“In 2017, Gina Martin was the victim of a sexual offence that was not, at the time, a sexual offence. Martin was attending a festival when a stranger took a photograph up her skirt without her consent. For her, this was the moment when ‘politics became personal‘; when she decided, with no prior experience of feminist activism, to start campaigning to change the law. It was ‘the most difficult work I have done, or will ever do’, she recently wrote in the Guardian. She was ultimately successful: in April 2019, ‘upskirting’ was listed as a criminal offence under the Voyeurism Act, with perpetrators facing up to two years’ imprisonment and a place on the sex offenders register.
What Martin achieved in such a short space of time is remarkable. Like the criminalisation of marital rape, it is a change that forces us to reconsider social norms. When it comes to the body — particularly the female body — what is and is not illegal matters. It shapes how we understand both ourselves and how we expect to be treated by others. Following the law change, guidance on upskirting was added to the Department of Education’s Keeping Children Safe in Education booklet. This has not led to the imprisonment of multiple snap-happy teenage boys; its punitive impact is minimal. But as my partner, a teacher, tells me, there’s now an awareness in schools that it is unacceptable to dismiss upskirting on the basis that ‘boys will be boys’.”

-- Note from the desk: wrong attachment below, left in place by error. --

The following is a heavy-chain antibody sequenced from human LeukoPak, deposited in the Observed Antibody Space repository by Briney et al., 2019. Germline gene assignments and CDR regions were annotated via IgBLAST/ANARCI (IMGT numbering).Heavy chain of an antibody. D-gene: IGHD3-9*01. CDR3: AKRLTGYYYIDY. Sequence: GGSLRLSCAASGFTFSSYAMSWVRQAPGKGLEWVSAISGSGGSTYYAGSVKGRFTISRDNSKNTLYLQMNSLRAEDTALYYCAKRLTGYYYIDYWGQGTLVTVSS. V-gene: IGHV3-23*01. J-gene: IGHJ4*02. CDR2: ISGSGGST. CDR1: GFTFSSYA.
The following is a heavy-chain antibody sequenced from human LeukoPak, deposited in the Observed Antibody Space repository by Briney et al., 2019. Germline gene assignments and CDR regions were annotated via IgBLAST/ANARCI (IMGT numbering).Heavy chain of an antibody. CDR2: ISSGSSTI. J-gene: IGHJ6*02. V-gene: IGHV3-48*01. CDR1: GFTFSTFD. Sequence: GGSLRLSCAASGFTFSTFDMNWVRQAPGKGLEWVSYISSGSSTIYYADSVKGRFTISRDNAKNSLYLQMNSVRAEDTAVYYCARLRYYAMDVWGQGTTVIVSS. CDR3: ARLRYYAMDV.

The New Snobbery Towards Feminist Activism